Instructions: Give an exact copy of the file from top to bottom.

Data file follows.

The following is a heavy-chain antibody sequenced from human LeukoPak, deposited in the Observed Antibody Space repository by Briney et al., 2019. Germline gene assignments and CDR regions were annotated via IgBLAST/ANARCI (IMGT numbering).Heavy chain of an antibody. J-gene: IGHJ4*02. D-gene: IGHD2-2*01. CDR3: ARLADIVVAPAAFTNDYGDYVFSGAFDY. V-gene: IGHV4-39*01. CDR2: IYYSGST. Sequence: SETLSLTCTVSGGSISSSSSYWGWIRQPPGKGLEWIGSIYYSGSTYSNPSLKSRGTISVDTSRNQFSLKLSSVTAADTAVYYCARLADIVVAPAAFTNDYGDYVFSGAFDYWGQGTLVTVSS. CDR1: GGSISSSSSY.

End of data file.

The following is a heavy-chain antibody sequenced from human LeukoPak, deposited in the Observed Antibody Space repository by Briney et al., 2019. Germline gene assignments and CDR regions were annotated via IgBLAST/ANARCI (IMGT numbering).Heavy chain of an antibody. J-gene: IGHJ4*02. D-gene: IGHD2-2*01. CDR3: ARLADIVVAPAAFTNDYGDYVFSGAFDY. V-gene: IGHV4-39*01. CDR2: IYYSGST. Sequence: SETLSLTCTVSGGSISSSSSYWGWIRQPPGKGLEWIGSIYYSGSTYSNPSLKSRGTISVDTSRNQFSLKLSSVTAADTAVYYCARLADIVVAPAAFTNDYGDYVFSGAFDYWGQGTLVTVSS. CDR1: GGSISSSSSY.